Filed under: Patrick Leahy • Senate
March 4th, 2009
01:29 PM ET
11 years ago

Obama, McCain join forces on govt contract changes

With former presidential rival Sen. John McCain and other congressional critics of government waste by his side, President Barack Obama changed another Bush-era policy Wednesday.

With former presidential rival Sen. John McCain and other congressional critics of government waste by his side, President Barack Obama changed another Bush-era policy Wednesday.

WASHINGTON (CNN) - With former presidential rival Sen. John McCain and other congressional critics of government waste by his side, President Barack Obama changed another Bush-era policy Wednesday, announcing a plan to change how the government awards private sector contracts.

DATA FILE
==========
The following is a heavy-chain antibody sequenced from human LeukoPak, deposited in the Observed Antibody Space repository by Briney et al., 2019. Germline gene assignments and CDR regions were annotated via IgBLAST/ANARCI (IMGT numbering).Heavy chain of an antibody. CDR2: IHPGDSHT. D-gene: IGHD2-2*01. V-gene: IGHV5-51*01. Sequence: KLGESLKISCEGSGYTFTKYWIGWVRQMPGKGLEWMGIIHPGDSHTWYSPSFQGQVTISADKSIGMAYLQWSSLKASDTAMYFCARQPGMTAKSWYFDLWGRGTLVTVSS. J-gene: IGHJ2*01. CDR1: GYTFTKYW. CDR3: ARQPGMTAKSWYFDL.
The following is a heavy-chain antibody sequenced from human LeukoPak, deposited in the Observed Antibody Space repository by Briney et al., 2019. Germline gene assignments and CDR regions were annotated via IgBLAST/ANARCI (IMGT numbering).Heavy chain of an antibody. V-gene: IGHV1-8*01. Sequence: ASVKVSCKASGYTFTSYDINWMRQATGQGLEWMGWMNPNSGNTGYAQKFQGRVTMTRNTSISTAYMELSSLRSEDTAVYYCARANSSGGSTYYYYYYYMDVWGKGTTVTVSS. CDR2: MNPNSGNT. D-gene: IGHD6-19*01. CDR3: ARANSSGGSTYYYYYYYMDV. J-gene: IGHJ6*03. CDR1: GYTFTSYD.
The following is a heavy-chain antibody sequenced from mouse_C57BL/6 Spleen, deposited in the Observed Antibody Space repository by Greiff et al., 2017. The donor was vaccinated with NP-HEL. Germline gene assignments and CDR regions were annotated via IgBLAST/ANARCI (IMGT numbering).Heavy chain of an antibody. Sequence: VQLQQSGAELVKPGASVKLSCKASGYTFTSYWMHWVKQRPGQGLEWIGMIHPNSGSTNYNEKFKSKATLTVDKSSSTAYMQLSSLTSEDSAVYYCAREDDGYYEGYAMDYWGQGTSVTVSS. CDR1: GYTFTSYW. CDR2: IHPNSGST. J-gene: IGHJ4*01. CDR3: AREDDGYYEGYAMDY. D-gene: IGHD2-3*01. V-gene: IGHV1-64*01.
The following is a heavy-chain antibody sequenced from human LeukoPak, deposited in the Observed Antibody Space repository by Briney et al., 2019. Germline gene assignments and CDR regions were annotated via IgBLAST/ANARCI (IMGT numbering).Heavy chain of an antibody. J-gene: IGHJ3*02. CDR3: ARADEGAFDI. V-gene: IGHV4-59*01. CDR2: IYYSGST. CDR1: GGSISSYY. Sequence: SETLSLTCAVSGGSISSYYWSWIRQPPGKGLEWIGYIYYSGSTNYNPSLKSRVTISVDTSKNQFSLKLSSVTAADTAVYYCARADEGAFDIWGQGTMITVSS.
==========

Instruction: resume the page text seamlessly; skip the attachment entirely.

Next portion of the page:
“It’s time for a government that only invests in what works,” Obama said when calling for new spending guidelines. “And what’s encouraging is that there is broad, bipartisan consensus on behalf of reform.”

Obama reserved special criticism for defense contractors, saying that the majority of the waste “comes from influence peddling and indefensible no-bid contracts that have cost American taxpayers billions of dollars in Iraq."

Under the new directive, Office of Management and Budget Director Peter Orszag will work with officials in the cabinet and across the federal government to come up with a new set of regulations to govern the process by this September that are intended to open it up to independent contractors and prevent waste and fraud - changes the White House predicted would save as much as $40 billion per year.